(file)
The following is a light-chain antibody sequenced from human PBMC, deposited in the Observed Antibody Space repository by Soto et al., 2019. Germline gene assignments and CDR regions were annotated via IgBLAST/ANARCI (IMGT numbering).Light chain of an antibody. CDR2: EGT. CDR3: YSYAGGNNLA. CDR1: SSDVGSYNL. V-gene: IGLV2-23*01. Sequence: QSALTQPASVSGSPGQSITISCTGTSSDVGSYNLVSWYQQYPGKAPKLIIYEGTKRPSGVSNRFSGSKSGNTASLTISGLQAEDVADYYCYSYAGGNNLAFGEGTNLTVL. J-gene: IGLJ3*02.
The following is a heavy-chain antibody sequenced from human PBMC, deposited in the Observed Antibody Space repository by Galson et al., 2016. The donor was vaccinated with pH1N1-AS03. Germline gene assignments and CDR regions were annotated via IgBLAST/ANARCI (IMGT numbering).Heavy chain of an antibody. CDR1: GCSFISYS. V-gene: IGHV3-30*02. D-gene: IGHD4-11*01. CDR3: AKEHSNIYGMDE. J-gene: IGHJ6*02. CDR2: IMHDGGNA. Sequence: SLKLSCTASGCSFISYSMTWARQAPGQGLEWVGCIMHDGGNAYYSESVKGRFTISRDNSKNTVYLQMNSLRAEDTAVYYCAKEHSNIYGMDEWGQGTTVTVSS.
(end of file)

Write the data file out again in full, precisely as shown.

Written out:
The following is a light-chain antibody sequenced from human PBMC, deposited in the Observed Antibody Space repository by Soto et al., 2019. Germline gene assignments and CDR regions were annotated via IgBLAST/ANARCI (IMGT numbering).Light chain of an antibody. CDR2: EGT. CDR3: YSYAGGNNLA. CDR1: SSDVGSYNL. V-gene: IGLV2-23*01. Sequence: QSALTQPASVSGSPGQSITISCTGTSSDVGSYNLVSWYQQYPGKAPKLIIYEGTKRPSGVSNRFSGSKSGNTASLTISGLQAEDVADYYCYSYAGGNNLAFGEGTNLTVL. J-gene: IGLJ3*02.
The following is a heavy-chain antibody sequenced from human PBMC, deposited in the Observed Antibody Space repository by Galson et al., 2016. The donor was vaccinated with pH1N1-AS03. Germline gene assignments and CDR regions were annotated via IgBLAST/ANARCI (IMGT numbering).Heavy chain of an antibody. CDR1: GCSFISYS. V-gene: IGHV3-30*02. D-gene: IGHD4-11*01. CDR3: AKEHSNIYGMDE. J-gene: IGHJ6*02. CDR2: IMHDGGNA. Sequence: SLKLSCTASGCSFISYSMTWARQAPGQGLEWVGCIMHDGGNAYYSESVKGRFTISRDNSKNTVYLQMNSLRAEDTAVYYCAKEHSNIYGMDEWGQGTTVTVSS.